What should I do if the abuser violates the restraining order?

Call 911 immediately if you believe that you might be in danger.  At the very minimum, you should notify the police.  Remember to cary a copy of your EPO, TRO or permanent restraining order with you at all times.  Show it to the police when reporting the violation.  Restraining orders are valid nationwide.  In California, they are input into California’s Law Enforcement Telecommunications System (CLETS); this means that a record of the order should be retrievable by every law enforcement agency in the state.  Keep a copy of the order with you as an added precaution - even in California.  The law states that the court must provide you with five stamped, certified, endorsed copies at no charge.

What happens to the abuser will depend on the specific situation.  He or she could be arrested and, if found in contempt (a misdemeanor) for violating the court order to stay away from you, could be jailed for up to a year and/or fined $1,000.  Or, he or she might even face a felony charge.  If the abuser take s or conceals a child in violation of the order or physically injures you, he or she could be charged with a felony, which is punishable by a state prison sentence and/or fine.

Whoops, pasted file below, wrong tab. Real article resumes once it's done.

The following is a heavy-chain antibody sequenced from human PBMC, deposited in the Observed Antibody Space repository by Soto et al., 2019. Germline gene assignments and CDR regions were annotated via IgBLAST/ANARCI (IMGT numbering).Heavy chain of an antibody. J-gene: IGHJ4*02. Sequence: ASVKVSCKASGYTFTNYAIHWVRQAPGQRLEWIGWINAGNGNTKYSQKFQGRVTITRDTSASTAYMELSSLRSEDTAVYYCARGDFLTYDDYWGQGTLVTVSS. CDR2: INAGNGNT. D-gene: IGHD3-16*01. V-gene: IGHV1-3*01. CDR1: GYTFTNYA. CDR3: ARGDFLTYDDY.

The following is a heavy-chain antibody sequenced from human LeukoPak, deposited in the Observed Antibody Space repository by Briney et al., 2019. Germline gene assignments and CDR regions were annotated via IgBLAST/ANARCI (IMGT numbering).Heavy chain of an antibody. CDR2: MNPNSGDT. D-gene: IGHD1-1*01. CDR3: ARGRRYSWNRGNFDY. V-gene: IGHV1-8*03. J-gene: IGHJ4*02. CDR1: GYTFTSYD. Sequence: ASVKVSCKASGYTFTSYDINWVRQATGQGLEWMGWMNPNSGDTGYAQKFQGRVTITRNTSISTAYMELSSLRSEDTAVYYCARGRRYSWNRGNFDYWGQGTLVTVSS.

Don’t be caught off-guard.  Establish a safety plan that includes teaching your children what to do if the batterer shows up.  Alert your children’s daycare provider or school officials, and give them a copy of the restraining order.  Make sure that your home is as secure as possible.  Let your telephone answer machine pick up calls before you do.  Confide in a trusted neighbor, and ask him or her to call police if the abuser comes near your home.

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